Studio of suspended disbelief

There seems to be no clear connection from the project’s base in such white cube spaces to major established institutions, namely the government and commercial entities so one wonders how far can this idea go? However upon a closer look in the project’s heaps of documents lead to references to the real world abounds, with a prominent example of the Thai government’s policy to encourage the consumption of milk through its multi-state collaboration, the The Thai Danish dairy company. The government’s policy aimed for project growth of its younglings of 6cm for male, and a rather lesser 2cm extra for females. Hendrik’s admirable research length is able to uncover other unseen details of our society through his dedication to the Incredible Shrinking man. And he is not the only one doing something about it.

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Mass damon resized

 

This idea has also recently taken off on the Hollywood mainstream albeit in the form of a badly reviewed film, ‘Downsizing’ in which the development of new technology allow the protagonist to choose to downsize his to body to a tiny size, smaller than even a hand. The concept of shrink here is thus illustrated to the extreme, although it is important to note that even though one of the reasons to downsize in this film is impeding human devastation on the environments, which perhaps mirror the situation in our real world, Paul the lead character has another main factor to downsize, namely the financial perks of being able to spend more. His assets of $152,000 becomes a gargantuan $12m when converted and perhaps enable him to splurge and consume even more in a large estate. It is not surprising too that the film’s title of Downsizing alludes to the unsavory act of corporate efforts to cut cost and relief its employees. The notion of going small gains a comical element in Downsizing but nevertheless highlights the need for alternative ways to reduce our hazardous impact on the environment, large part of which are being fueled by the footprints of gigantic big corporates – whom dystopian downsized world has to deal with. The film’s little community worryingly mirror the flawed outside one.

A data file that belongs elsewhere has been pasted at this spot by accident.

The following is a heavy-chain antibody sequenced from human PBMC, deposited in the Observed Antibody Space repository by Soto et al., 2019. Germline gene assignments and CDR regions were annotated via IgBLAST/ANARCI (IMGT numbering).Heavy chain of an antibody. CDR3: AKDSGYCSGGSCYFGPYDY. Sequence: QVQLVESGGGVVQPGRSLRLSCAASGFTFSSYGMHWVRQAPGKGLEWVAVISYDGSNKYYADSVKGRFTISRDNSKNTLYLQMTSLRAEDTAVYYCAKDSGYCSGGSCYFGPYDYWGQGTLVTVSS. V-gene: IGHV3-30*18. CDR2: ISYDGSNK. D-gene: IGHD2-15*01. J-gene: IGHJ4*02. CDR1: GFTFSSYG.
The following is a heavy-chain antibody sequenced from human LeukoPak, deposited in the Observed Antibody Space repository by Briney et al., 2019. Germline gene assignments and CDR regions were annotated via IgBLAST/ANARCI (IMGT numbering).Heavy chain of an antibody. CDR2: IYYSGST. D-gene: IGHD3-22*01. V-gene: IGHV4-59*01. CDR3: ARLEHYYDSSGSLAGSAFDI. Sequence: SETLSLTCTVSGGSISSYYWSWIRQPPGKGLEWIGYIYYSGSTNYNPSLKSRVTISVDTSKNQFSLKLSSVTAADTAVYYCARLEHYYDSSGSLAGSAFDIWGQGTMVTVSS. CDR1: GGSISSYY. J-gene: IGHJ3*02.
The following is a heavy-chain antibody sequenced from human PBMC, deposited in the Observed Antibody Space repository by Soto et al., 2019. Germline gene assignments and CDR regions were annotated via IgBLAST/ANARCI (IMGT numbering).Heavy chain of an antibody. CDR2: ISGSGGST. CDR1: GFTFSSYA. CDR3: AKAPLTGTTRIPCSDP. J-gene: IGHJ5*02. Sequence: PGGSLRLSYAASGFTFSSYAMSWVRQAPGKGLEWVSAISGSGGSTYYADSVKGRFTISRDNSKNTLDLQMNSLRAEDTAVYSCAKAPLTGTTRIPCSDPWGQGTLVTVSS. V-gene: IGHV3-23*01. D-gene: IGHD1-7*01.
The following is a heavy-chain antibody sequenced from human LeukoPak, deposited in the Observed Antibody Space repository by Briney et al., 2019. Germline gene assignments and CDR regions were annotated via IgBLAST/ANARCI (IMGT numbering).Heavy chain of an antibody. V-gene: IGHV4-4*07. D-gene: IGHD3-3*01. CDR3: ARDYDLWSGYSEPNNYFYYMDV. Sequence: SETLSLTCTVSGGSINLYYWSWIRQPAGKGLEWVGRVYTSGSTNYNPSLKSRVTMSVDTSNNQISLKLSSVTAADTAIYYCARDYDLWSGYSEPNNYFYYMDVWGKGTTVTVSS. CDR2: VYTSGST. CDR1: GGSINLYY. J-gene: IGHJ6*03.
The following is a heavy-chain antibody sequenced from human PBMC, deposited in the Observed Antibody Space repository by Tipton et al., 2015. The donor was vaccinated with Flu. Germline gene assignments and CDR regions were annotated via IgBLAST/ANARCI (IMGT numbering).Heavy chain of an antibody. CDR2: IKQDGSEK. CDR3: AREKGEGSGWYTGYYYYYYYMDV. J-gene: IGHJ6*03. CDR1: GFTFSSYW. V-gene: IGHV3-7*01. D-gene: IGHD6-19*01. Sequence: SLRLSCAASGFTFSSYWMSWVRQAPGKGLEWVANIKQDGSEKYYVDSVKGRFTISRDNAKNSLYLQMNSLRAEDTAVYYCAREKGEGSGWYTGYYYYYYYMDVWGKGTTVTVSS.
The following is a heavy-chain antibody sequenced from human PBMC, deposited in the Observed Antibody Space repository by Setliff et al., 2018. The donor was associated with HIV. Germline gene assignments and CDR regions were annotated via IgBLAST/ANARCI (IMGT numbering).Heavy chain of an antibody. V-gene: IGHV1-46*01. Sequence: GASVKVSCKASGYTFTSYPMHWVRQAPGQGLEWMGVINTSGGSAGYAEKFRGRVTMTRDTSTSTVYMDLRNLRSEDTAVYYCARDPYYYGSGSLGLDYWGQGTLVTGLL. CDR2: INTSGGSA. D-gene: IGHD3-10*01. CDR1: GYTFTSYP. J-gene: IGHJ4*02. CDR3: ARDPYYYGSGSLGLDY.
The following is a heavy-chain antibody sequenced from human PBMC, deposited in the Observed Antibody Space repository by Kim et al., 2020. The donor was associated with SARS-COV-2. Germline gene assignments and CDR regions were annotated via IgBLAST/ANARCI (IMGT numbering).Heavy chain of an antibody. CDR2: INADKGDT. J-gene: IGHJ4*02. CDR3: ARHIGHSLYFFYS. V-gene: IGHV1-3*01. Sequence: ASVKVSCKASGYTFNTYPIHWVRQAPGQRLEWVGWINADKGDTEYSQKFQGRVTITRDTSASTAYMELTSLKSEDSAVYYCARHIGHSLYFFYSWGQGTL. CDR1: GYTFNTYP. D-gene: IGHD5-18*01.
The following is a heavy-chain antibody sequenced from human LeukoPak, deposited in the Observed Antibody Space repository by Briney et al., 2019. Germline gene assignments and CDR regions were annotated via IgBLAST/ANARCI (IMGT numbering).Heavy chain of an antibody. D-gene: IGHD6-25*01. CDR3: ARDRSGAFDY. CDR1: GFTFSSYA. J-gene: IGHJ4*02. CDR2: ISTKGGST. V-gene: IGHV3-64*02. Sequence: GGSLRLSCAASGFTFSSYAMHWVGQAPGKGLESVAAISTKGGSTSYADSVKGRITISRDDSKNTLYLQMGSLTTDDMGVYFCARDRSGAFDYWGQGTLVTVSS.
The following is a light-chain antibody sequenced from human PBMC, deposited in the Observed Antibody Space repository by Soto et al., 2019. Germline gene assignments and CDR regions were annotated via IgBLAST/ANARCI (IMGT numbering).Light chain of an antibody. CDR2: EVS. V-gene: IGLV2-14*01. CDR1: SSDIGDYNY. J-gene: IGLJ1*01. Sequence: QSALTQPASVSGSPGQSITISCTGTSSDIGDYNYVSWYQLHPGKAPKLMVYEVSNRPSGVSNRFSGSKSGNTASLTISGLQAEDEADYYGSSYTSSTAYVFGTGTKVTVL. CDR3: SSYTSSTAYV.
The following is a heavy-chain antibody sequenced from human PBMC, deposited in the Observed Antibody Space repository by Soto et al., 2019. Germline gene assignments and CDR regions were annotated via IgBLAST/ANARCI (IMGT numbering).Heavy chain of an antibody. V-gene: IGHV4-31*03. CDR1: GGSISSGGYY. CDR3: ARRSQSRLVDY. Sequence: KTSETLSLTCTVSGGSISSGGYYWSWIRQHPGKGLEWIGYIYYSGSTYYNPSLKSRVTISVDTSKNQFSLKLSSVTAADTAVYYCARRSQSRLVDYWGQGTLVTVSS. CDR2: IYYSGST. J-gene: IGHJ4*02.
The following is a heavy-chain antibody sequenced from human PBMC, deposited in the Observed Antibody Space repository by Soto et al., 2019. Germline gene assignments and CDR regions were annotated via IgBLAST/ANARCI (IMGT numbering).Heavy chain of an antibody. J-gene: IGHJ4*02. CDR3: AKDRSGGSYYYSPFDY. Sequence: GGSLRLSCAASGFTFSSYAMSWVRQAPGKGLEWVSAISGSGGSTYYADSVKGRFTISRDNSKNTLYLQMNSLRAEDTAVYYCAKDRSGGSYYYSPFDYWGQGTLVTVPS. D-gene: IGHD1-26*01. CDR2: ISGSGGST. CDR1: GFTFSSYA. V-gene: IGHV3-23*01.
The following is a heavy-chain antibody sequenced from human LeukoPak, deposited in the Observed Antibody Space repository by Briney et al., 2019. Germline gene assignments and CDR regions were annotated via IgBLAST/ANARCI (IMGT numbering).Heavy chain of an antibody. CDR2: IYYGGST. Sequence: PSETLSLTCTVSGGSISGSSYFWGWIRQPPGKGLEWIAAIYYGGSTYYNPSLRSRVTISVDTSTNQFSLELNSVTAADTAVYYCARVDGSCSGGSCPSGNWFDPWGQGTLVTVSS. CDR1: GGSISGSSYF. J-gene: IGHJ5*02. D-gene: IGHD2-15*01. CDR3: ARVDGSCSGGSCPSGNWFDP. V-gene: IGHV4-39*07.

The world is a complex place and being more mindful about the hidden details, whether it be the gargantuan, empirical human footprints on the environs which this day few can deny acknowledging these hidden worlds as Arne Hendrik’s incredible shrinking man project discover are vast and fascinating. Somehow this idea of an ongoing research that involves you, and invites all to add on, is very attractive. 

And who knows maybe you will now see more traces of going small in your life!  

P.S. If you’re interested in Arne’s approach to shrink, take a look at this video where he presents his research and a closer look at the studio of suspended disbelief here, and thank you for your up close attention.
 

 

Design and Solution


Thursday, November 30, 2017

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Before visiting the exhibition, I already knew about  Mine Kafon(Kafon means “explode” in Dari [x]), designed by Massoud Hassani. I was glad to see his work again and that made me curious about the background of this work. There were three impressive things about his design. The design is so simple that even children can assemble pieces of the ball. It contributes to global issues and the starting point of this design is connected to the personal story. Inspired by the homemade wind-powered toys which he made during his childhood in Afghanistan, Massoud created the Mine Kafon, a wind-powered landmine detector for his 2011 graduation project. The project rapidly gained interest in the media and in 2012, Massoud and his brother Mahmud organized a Kickstarter campaign to raise funds for the development of the Mine Kafon as a prominent piece of landmine clearing technology. I’d like to start with the general information about the designer and his work and introduce how design can develop for applying in a real life.

 

“We are looking forward to a landmine-free world.”

 

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The global statistics on landmines and their effects make sobering reading. According to the United Nations, up to 110 million mines have been laid across more than 70 countries since the 1960s and that between 15,000 and 20,000 people die each year because of them. Many of the victims are civilians – children, women and the elderly – not soldiers. Thousands more are maimed. Moreover, laying landmines is 50 times cheaper than removing them. And the removal is not without human cost either. The UN says that one mine clearance specialist is killed, and two injured, for every 5,000 mines cleared.